THE DEPARTMENT OF EDUCATION
In 1980, Ronald Reagan ran for president with the promise that if he were elected, he would abolish the Department of Education. His opponent, President Jimmy Carter promised to protect the department, which he had created several years earlier. The department still exists, but the Republicans are gearing up to fulfill Reagan's promise.
The platform reflects the views of Pat Buchanan's pro-life, anti-federal government constituents. Indeed, it was Pat Buchanan who told a New Hampshire audience, "We don't need some guy in sandals and beads at the Department of Education telling us how to educate our children."
Department of Education
The Republican Platform calls for the abolishment of the Department of Education.
Presidential candidate Bob Dole's stand on Education.
Presidential candidate Bob Dole has said the funding for his $2.5 billion voucher program would come from ending Goals 2000 and cutting deep into the Department of Education's bureaucracy. On September 9, 1996, while campaigning in Georgia, Dole said "We're going to cut out the Department of Education." And the GOP Presidential platform reads:
Our formula is as simple as it is sweeping: the federal government has no constitutional authority to be involved in school curricula or to control jobs in the work place. That is why we will abolish the Department of Education, end federal meddling in our schools, and promote family choice at all levels of learning. We therefore call for prompt repeal of the Goals 2000 program and the School-To-Work Act of 1994, which put new federal controls, as well as unfunded mandates, on the States. We further urge that federal attempts to impose outcome- or performance-based education on local schools be ended.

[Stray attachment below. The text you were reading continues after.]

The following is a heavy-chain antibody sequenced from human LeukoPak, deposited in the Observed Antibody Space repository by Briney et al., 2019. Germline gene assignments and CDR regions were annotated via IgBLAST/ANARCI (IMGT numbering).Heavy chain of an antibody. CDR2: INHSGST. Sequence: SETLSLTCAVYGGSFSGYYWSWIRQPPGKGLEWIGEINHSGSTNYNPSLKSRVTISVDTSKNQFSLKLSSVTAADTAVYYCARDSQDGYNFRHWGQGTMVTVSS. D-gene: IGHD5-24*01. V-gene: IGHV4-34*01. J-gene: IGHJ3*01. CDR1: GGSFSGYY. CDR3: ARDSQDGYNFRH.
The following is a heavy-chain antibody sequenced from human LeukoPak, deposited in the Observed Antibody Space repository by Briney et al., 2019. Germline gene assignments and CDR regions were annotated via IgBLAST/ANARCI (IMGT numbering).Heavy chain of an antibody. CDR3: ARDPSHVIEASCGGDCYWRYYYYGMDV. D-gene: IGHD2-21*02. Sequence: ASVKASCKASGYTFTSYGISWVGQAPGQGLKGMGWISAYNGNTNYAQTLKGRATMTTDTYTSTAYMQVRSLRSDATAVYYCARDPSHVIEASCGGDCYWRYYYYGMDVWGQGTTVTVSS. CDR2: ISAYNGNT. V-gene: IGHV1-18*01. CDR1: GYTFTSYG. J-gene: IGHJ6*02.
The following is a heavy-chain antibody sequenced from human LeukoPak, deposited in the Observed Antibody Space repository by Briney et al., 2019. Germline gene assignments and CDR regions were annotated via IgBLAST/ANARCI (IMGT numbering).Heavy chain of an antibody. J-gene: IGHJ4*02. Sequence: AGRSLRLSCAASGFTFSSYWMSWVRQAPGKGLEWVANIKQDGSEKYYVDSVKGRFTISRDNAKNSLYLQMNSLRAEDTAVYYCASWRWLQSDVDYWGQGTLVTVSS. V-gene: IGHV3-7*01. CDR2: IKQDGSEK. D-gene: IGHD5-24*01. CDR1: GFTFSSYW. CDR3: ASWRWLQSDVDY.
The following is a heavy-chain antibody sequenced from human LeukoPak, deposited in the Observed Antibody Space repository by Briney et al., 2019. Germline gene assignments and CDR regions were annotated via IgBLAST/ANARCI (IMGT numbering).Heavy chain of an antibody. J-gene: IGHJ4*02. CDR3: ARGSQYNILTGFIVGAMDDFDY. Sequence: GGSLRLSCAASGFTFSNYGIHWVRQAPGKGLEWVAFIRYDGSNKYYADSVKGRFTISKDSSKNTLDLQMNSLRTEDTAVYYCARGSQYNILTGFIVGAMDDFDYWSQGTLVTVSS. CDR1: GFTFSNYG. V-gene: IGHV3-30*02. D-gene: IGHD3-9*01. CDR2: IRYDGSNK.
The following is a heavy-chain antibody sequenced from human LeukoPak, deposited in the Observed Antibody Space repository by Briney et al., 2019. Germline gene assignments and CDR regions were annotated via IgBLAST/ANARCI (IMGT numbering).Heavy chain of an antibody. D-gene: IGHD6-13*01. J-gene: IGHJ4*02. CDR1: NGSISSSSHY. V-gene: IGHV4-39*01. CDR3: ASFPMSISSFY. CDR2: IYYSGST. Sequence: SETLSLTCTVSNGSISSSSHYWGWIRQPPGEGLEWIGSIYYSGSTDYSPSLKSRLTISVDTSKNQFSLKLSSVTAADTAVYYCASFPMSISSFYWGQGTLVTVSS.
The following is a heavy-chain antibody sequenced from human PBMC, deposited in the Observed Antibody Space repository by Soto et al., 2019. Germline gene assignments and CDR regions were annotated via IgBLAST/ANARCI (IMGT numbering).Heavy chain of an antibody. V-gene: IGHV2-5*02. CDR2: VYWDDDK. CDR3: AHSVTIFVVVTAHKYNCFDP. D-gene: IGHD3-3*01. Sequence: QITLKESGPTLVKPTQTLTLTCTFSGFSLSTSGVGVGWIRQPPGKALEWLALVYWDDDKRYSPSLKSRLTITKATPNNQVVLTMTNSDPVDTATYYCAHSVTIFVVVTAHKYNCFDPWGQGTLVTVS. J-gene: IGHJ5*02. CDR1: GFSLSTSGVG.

The House Republicans, fresh from their 1994 victory, joined the fight on the legislative front. In April 1995, Budget Chair John Kasich (R-OH) introduced a bill that would have eliminated funding for the DOE. House concurrent Resolution 67 stated the Republican plan and outlined the Republican vision of education in the United States.
The freshman Members of the House majority will introduce legislation to abolish the Department of Education on May 24. The Budget Committee endorses their goal of returning education to the States and local level. This proposal would eliminate funding for approximately 150 programs in the Department of Education.
It is not clear what would happen if the Department of Education were abolished. The DOE handles many programs, from student loans and scholarships to closed-captioned programming for the hearing-impaired. The DOE oversees programs such as the President's pet Goals 2000 program, which was begun in the previous Republican administration and seeks to help states attain national standards and plan for the 21rst Century classroom. The Department delivers almost $13 billion to states and school districts for elementary and secondary education, primarily through formula-based grant programs. About 95 percent of the Department's funding to elementary and secondary education in the following programs: Goals 2000, Educate America Act, Title I of the Elementary and Secondary Education Act (ESEA), the Dwight D. Eisenhower Professional Development program, the Safe and Drug-Free Schools and Communities program, Impact Aid, and part of the Individuals with Disabilities Education Act.
President Clinton has not only defended the Department of Education against the budget cutting ax, but has recently come out with several education reform proposals over the past few months: $5 billion to refurbish crumbling schools, school uniforms, Internet connections for every classroom, and mandatory exams for students to advance a grade.